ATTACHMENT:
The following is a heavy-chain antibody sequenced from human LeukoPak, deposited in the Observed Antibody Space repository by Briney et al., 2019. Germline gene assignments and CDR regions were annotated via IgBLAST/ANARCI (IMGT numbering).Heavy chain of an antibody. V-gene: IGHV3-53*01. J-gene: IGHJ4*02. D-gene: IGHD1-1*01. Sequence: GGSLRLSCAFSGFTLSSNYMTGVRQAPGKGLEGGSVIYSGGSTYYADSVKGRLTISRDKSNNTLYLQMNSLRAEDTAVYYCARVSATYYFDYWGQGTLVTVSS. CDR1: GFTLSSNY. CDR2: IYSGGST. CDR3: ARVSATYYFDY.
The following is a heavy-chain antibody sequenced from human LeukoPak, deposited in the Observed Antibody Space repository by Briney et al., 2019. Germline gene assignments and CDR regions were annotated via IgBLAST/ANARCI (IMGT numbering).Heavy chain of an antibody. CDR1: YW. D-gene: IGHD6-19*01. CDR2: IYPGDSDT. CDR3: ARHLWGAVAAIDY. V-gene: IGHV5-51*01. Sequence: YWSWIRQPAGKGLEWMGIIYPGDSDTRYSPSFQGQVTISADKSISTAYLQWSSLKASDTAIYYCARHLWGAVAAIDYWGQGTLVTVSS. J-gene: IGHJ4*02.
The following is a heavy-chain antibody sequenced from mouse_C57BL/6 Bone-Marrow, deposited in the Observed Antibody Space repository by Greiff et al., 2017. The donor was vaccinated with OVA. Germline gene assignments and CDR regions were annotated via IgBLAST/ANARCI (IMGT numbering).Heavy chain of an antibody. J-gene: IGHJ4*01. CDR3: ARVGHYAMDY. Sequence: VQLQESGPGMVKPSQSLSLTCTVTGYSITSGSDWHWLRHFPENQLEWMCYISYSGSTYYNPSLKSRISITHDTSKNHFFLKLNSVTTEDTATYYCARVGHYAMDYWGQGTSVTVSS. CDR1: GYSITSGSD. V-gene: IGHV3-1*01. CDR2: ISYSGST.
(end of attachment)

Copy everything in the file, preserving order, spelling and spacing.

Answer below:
The following is a heavy-chain antibody sequenced from human LeukoPak, deposited in the Observed Antibody Space repository by Briney et al., 2019. Germline gene assignments and CDR regions were annotated via IgBLAST/ANARCI (IMGT numbering).Heavy chain of an antibody. V-gene: IGHV3-53*01. J-gene: IGHJ4*02. D-gene: IGHD1-1*01. Sequence: GGSLRLSCAFSGFTLSSNYMTGVRQAPGKGLEGGSVIYSGGSTYYADSVKGRLTISRDKSNNTLYLQMNSLRAEDTAVYYCARVSATYYFDYWGQGTLVTVSS. CDR1: GFTLSSNY. CDR2: IYSGGST. CDR3: ARVSATYYFDY.
The following is a heavy-chain antibody sequenced from human LeukoPak, deposited in the Observed Antibody Space repository by Briney et al., 2019. Germline gene assignments and CDR regions were annotated via IgBLAST/ANARCI (IMGT numbering).Heavy chain of an antibody. CDR1: YW. D-gene: IGHD6-19*01. CDR2: IYPGDSDT. CDR3: ARHLWGAVAAIDY. V-gene: IGHV5-51*01. Sequence: YWSWIRQPAGKGLEWMGIIYPGDSDTRYSPSFQGQVTISADKSISTAYLQWSSLKASDTAIYYCARHLWGAVAAIDYWGQGTLVTVSS. J-gene: IGHJ4*02.
The following is a heavy-chain antibody sequenced from mouse_C57BL/6 Bone-Marrow, deposited in the Observed Antibody Space repository by Greiff et al., 2017. The donor was vaccinated with OVA. Germline gene assignments and CDR regions were annotated via IgBLAST/ANARCI (IMGT numbering).Heavy chain of an antibody. J-gene: IGHJ4*01. CDR3: ARVGHYAMDY. Sequence: VQLQESGPGMVKPSQSLSLTCTVTGYSITSGSDWHWLRHFPENQLEWMCYISYSGSTYYNPSLKSRISITHDTSKNHFFLKLNSVTTEDTATYYCARVGHYAMDYWGQGTSVTVSS. CDR1: GYSITSGSD. V-gene: IGHV3-1*01. CDR2: ISYSGST.